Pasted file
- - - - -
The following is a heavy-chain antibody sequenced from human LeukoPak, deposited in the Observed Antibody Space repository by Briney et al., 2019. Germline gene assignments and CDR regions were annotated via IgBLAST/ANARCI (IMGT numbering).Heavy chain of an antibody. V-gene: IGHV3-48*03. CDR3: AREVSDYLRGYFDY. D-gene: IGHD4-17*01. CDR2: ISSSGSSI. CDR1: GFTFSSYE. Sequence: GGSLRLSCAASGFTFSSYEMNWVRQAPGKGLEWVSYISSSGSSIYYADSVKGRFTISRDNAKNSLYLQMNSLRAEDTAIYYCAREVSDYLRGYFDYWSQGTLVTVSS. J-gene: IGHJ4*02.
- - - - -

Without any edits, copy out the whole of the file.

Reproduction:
The following is a heavy-chain antibody sequenced from human LeukoPak, deposited in the Observed Antibody Space repository by Briney et al., 2019. Germline gene assignments and CDR regions were annotated via IgBLAST/ANARCI (IMGT numbering).Heavy chain of an antibody. V-gene: IGHV3-48*03. CDR3: AREVSDYLRGYFDY. D-gene: IGHD4-17*01. CDR2: ISSSGSSI. CDR1: GFTFSSYE. Sequence: GGSLRLSCAASGFTFSSYEMNWVRQAPGKGLEWVSYISSSGSSIYYADSVKGRFTISRDNAKNSLYLQMNSLRAEDTAIYYCAREVSDYLRGYFDYWSQGTLVTVSS. J-gene: IGHJ4*02.